Brian Moynihan made some comments in Washington D.C. that I hope continue to echo around the congressional city.
If you don’t have time to read the full article, allow me to summarize:
Quote 1: “…the Federal Government shouldn’t push homeownership as a universal goal…”
Quote 2: “…of the bank’s 270,000 employees, about 50,000 are working on delinquent mortgages.”
Quote 3: “A roof over one’s head doesn’t have to come with mortgage debt…and in many cases shouldn’t.”
(I’m not too concerned with the statistic in Quote 2, but DEEEYAMN! That’s a staggering number.)
By now, you should all know my thoughts on homeownership. I have forever questioned whether homeownership should still be the American dream, so it should be no surprise that I wholeheartedly agree with Mr. Moynihan’s mantra.
The Housing Bubble
We could spend hours debating what specifically caused the housing bubble, but that’s not the point of this article. I will, however, tell you what didn’t help the situation: the belief that EVERYONE should own a home.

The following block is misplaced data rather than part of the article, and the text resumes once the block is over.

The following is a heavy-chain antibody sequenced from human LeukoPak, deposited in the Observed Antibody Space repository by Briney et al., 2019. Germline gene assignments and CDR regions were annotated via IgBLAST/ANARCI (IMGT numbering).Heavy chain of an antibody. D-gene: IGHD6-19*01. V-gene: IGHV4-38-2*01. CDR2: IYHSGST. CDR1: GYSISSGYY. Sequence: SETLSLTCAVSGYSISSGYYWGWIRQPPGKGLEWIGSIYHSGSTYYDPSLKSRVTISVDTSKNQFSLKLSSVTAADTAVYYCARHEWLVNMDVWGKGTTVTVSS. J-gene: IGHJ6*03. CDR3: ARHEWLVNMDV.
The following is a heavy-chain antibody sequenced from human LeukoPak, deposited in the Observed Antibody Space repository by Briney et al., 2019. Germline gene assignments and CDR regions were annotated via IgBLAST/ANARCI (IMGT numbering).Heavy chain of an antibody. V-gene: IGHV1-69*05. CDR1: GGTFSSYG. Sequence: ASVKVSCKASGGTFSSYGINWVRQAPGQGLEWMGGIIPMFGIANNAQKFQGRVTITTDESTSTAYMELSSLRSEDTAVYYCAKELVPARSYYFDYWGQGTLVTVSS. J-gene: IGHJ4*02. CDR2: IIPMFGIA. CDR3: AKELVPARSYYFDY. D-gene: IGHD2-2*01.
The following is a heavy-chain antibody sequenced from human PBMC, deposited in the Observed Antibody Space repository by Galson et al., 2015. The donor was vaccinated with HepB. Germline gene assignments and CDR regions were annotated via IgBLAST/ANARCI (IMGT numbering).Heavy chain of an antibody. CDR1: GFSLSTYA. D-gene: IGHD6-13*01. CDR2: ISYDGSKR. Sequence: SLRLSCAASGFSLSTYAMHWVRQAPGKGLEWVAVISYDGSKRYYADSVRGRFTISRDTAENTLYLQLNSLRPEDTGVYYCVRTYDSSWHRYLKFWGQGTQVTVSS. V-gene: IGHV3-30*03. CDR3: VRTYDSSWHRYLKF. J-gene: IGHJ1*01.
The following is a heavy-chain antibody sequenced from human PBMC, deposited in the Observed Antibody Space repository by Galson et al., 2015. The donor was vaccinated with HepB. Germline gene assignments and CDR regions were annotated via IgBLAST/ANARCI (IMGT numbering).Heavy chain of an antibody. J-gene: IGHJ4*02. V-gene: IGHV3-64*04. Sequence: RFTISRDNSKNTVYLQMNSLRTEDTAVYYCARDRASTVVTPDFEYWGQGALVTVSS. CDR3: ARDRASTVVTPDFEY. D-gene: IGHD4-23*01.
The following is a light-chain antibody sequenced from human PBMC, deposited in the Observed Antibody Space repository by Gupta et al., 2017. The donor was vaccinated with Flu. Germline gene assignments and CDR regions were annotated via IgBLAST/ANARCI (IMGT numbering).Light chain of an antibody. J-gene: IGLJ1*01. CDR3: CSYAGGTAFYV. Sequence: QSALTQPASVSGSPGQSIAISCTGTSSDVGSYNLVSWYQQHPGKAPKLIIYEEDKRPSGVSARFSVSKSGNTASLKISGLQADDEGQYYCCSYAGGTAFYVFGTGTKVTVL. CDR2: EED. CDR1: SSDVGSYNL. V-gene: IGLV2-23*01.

I feel that banks (such as Mr. Moynihan’s) have received some undeserved blame for the unforgettable mortgage mess. Blaming the crisis on Capitalism (and/or greedy banks) would lead me to believe you’re ill-informed, as the government’s growing participation has given us anything but free markets.
The expansion of risky mortgages to under-qualified borrowers has been highly encouraged by the Federal Government. A combination of the CRA, FHA, and HUD has led to the extension of credit to these (usually) unqualified borrowers.
To simplify: rather than needing a credit score of 700 and a down payment of 20% to purchase a house (700 is an overestimate of a minimum acceptable FICO score), a borrower could have a credit score of 580 and a down payment of 3.5%
One of my favorite quotes of all time comes from Chairman of the House Financial Services Committee, Barney Frank. You may recognize his name from the recent “Dodd-Frank” legislation.
On September 25, 2003:
“I do not want the same kind of safety and soundness that we have in OCC and OTS. I want to roll the dice a little bit more in this situation towards subsidized housing.”
(talk about a quote that will come back to haunt you)
As always, you are all able to formulate your own conclusions. I’m assuming that some of you will agree (with me) and some will not, which is expected. But regardless of how you feel, promise me you will watch this video (it only lasts a minute).